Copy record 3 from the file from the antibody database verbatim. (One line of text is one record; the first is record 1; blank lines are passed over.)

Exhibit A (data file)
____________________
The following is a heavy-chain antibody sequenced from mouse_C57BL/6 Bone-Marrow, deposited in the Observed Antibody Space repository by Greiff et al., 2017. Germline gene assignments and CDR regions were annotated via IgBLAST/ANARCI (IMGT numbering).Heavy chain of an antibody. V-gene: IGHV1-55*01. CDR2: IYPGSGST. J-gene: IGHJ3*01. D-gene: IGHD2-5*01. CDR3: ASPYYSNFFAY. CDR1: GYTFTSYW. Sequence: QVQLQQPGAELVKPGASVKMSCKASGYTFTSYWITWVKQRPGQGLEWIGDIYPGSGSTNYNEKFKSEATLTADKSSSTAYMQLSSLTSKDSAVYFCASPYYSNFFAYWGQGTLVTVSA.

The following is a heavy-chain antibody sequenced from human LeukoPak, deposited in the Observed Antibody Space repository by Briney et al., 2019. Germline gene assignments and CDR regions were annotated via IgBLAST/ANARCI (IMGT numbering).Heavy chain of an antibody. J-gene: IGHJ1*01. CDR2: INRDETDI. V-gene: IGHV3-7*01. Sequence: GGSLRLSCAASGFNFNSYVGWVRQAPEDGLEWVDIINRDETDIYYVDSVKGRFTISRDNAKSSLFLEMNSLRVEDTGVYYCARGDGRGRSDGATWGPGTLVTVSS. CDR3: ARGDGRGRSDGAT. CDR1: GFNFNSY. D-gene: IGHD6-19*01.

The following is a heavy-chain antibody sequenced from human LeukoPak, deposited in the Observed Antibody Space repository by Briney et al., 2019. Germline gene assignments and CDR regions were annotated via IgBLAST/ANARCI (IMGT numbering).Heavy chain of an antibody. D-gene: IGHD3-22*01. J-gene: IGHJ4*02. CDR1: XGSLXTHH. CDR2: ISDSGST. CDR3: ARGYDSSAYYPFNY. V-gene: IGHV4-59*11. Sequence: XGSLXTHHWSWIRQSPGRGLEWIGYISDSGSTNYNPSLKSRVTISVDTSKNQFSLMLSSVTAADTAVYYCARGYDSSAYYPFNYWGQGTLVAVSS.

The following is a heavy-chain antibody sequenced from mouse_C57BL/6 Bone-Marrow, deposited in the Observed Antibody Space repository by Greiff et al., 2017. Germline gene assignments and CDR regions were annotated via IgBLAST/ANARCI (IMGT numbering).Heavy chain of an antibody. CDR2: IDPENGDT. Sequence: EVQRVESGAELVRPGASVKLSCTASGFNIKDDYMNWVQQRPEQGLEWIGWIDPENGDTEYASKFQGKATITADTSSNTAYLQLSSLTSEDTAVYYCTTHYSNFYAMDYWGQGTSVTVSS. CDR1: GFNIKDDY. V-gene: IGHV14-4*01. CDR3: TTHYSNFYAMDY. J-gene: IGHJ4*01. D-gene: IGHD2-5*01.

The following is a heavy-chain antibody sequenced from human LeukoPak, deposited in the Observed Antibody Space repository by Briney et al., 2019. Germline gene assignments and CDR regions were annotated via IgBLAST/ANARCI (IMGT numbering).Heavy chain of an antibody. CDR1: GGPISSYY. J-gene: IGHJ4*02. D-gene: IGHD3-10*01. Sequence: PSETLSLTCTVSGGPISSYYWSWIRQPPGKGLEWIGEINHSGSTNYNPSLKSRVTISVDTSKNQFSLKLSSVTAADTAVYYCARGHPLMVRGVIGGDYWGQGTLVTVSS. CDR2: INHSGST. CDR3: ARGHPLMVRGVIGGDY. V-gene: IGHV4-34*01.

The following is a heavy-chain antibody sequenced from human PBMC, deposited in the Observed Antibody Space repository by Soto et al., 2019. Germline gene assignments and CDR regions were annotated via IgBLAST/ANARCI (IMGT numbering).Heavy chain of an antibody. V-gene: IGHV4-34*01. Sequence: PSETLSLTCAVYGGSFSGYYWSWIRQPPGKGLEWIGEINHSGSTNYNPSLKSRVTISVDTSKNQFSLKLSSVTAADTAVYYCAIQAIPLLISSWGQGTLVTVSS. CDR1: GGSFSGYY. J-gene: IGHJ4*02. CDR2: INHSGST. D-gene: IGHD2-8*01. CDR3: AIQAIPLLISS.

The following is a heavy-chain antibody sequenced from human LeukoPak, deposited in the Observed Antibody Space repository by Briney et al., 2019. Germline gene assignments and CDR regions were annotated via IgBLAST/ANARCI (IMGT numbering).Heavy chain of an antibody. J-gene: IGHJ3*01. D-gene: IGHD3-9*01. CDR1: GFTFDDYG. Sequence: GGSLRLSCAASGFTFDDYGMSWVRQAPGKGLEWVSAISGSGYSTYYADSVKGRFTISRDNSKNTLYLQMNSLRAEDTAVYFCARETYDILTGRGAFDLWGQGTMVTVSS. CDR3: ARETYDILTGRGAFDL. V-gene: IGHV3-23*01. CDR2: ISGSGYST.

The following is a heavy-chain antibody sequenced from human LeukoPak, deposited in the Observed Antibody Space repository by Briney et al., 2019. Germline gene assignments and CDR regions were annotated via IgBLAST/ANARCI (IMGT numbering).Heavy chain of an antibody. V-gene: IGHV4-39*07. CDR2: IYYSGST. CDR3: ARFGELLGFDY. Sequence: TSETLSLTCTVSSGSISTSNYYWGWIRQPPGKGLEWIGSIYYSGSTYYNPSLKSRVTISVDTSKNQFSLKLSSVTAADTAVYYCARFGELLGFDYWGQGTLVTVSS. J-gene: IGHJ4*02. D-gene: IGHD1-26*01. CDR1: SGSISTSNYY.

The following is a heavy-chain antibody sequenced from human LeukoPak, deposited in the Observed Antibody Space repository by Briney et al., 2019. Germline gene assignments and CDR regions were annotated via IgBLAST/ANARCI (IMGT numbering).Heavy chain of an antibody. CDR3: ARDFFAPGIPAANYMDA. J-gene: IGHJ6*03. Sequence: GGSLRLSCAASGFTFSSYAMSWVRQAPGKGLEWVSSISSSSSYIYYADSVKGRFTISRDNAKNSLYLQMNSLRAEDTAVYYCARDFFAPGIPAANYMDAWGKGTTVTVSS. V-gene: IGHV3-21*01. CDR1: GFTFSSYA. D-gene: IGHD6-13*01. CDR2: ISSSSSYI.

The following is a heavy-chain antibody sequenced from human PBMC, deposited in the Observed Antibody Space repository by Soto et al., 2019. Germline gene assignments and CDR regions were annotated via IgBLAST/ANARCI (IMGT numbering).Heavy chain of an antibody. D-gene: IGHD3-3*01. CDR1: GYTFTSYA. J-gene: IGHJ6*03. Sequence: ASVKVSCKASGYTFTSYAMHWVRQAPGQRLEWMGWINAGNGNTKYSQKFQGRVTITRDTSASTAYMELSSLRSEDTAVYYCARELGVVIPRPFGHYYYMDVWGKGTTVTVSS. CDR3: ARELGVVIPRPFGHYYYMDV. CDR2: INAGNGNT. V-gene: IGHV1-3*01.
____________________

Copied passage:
The following is a heavy-chain antibody sequenced from human LeukoPak, deposited in the Observed Antibody Space repository by Briney et al., 2019. Germline gene assignments and CDR regions were annotated via IgBLAST/ANARCI (IMGT numbering).Heavy chain of an antibody. D-gene: IGHD3-22*01. J-gene: IGHJ4*02. CDR1: XGSLXTHH. CDR2: ISDSGST. CDR3: ARGYDSSAYYPFNY. V-gene: IGHV4-59*11. Sequence: XGSLXTHHWSWIRQSPGRGLEWIGYISDSGSTNYNPSLKSRVTISVDTSKNQFSLMLSSVTAADTAVYYCARGYDSSAYYPFNYWGQGTLVAVSS.